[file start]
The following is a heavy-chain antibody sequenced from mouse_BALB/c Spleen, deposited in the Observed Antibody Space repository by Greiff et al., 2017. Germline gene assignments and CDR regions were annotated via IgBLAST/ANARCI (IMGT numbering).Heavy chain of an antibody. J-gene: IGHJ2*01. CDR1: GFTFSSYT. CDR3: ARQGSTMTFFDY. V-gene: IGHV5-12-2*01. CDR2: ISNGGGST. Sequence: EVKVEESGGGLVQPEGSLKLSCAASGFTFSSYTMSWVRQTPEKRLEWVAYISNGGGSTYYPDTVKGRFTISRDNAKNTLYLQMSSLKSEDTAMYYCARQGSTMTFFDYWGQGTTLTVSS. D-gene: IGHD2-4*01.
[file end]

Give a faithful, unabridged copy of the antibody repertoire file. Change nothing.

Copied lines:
The following is a heavy-chain antibody sequenced from mouse_BALB/c Spleen, deposited in the Observed Antibody Space repository by Greiff et al., 2017. Germline gene assignments and CDR regions were annotated via IgBLAST/ANARCI (IMGT numbering).Heavy chain of an antibody. J-gene: IGHJ2*01. CDR1: GFTFSSYT. CDR3: ARQGSTMTFFDY. V-gene: IGHV5-12-2*01. CDR2: ISNGGGST. Sequence: EVKVEESGGGLVQPEGSLKLSCAASGFTFSSYTMSWVRQTPEKRLEWVAYISNGGGSTYYPDTVKGRFTISRDNAKNTLYLQMSSLKSEDTAMYYCARQGSTMTFFDYWGQGTTLTVSS. D-gene: IGHD2-4*01.